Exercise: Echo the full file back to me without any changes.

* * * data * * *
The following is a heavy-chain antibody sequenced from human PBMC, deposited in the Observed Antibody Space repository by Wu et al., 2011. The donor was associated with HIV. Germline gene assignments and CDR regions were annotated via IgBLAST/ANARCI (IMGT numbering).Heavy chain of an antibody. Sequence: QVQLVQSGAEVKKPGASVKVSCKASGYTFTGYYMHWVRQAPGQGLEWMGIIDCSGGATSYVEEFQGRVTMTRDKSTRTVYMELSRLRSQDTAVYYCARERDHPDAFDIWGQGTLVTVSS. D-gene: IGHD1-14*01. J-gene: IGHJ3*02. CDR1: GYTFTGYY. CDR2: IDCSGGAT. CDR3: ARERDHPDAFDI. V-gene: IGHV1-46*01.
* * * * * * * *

The following is a heavy-chain antibody sequenced from human PBMC, deposited in the Observed Antibody Space repository by Wu et al., 2011. The donor was associated with HIV. Germline gene assignments and CDR regions were annotated via IgBLAST/ANARCI (IMGT numbering).Heavy chain of an antibody. Sequence: QVQLVQSGAEVKKPGASVKVSCKASGYTFTGYYMHWVRQAPGQGLEWMGIIDCSGGATSYVEEFQGRVTMTRDKSTRTVYMELSRLRSQDTAVYYCARERDHPDAFDIWGQGTLVTVSS. D-gene: IGHD1-14*01. J-gene: IGHJ3*02. CDR1: GYTFTGYY. CDR2: IDCSGGAT. CDR3: ARERDHPDAFDI. V-gene: IGHV1-46*01.